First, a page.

live in a constant dependence on that grace.
(2.) See the danger of a prosperous condition, and how hard it is to
overcome the temptations of it. Solomon, like Jeshurun, waxed fat and
then kicked. The food convenient, which Agur prayed for, is safer and
better than the food abundant, which Solomon was even surfeited with.
(3.) See what need those have to stand upon their guard who have made a
great profession of religion, and shown themselves forward and zealous
in devotion, because the devil will set upon them most violently, and,
if they misbehave, the reproach is the greater. It is the evening that
commends the day; let us therefore fear, lest, having run well, we seem
to come short.
|God's Displeasure against Solomon.
||B. C. 983.|
9 And the LORD was angry with Solomon, because his heart was
turned from the LORD God of Israel, which had appeared unto him
10 And had commanded him concerning this thing, that he should
not go after other gods: but he kept not that which the LORD
11 Wherefore the LORD said unto Solomon, Forasmuch as this is
done of thee, and thou hast not kept my covenant and my statutes,
which I have commanded thee, I will surely rend the kingdom from
thee, and will give it to thy servant.
12 Notwithstanding in thy days I will not do it for David thy
father's sake: but I will rend it out of the hand of thy son.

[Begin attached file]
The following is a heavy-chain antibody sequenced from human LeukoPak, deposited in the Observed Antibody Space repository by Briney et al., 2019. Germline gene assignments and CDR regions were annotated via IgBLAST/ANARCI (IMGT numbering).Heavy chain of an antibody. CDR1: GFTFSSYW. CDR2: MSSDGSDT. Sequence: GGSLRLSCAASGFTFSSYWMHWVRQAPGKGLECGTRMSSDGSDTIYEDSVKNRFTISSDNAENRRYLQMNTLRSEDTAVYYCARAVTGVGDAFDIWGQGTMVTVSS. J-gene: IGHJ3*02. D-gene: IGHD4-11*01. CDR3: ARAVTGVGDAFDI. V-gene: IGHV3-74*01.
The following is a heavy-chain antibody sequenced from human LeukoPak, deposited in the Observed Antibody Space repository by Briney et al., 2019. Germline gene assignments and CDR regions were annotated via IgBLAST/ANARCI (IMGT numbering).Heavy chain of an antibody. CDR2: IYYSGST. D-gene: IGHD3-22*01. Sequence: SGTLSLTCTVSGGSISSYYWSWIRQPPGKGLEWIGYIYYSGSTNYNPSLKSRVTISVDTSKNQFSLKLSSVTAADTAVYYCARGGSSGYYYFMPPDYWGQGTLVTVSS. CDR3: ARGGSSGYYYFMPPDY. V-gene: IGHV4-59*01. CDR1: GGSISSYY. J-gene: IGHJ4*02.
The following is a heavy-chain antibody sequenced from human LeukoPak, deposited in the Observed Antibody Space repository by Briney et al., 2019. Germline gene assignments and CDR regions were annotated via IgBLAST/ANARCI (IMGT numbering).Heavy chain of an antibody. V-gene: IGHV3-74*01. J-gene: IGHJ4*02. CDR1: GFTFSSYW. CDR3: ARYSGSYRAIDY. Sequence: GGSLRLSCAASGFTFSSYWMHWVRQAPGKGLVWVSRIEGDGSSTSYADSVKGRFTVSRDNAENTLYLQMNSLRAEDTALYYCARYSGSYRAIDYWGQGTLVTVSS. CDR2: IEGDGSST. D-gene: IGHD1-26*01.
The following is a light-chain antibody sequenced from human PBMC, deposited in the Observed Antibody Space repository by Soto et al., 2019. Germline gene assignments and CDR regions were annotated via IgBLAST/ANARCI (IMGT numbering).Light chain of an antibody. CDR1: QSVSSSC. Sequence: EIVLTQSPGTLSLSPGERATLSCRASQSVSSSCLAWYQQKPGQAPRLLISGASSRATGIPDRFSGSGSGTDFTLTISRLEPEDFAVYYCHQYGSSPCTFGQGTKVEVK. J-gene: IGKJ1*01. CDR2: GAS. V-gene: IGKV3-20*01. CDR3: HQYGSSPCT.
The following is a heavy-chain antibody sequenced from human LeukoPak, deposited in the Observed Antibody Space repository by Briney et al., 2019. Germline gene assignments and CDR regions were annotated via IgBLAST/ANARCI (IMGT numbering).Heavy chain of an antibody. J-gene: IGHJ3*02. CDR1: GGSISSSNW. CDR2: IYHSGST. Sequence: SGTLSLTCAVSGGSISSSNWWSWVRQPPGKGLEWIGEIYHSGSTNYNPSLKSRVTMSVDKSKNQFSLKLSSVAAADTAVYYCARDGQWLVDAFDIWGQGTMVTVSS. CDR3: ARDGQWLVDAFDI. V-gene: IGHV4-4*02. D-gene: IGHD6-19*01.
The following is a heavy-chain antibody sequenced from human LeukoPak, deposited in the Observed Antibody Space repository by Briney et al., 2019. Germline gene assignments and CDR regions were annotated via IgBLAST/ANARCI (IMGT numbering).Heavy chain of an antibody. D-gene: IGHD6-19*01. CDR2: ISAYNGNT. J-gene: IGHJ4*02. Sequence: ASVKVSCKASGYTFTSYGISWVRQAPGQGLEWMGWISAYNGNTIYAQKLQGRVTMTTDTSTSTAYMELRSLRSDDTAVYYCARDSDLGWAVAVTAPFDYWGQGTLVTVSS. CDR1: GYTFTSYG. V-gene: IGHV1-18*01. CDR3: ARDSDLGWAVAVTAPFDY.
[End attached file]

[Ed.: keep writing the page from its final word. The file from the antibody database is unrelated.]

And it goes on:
13 Howbeit I will not rend away all the kingdom; but will
give one tribe to thy son for David my servant's sake, and for
Jerusalem's sake which I have chosen.
I. God's anger against Solomon for his sin. The thing he did
displeased the Lord. Time was then the Lord loved Solomon
(2 Samuel 12:24)
and delighted in him
(1 Kings 10:9),
but now the Lord was angry with Solomon
(1 Kings 11:9),
for there was in his sin,
1. The most base ingratitude that could be. He turned from the Lord
who had appeared unto him twice, once before he began to build
(1 Kings 3:5)
and once after he had dedicated it,
1 Kings 9:2.
God keeps account of the gracious visits he makes us, whether we do or
no, knows how often he has appeared to us and for us, and
will remember it against us if we turn from him. God's appearing
to Solomon was such a sensible confirmation of his faith as should have
for ever prevented his worshipping any other god; it was also
such a distinguishing favour, and put such an honour upon him, as he
ought never to have forgotten, especially considering what God said to
him in both these appearances.
2. The most wilful disobedience. This was the very thing concerning
which God had commanded him--that he should not go after other
gods, yet he was not restrained by such an express admonition,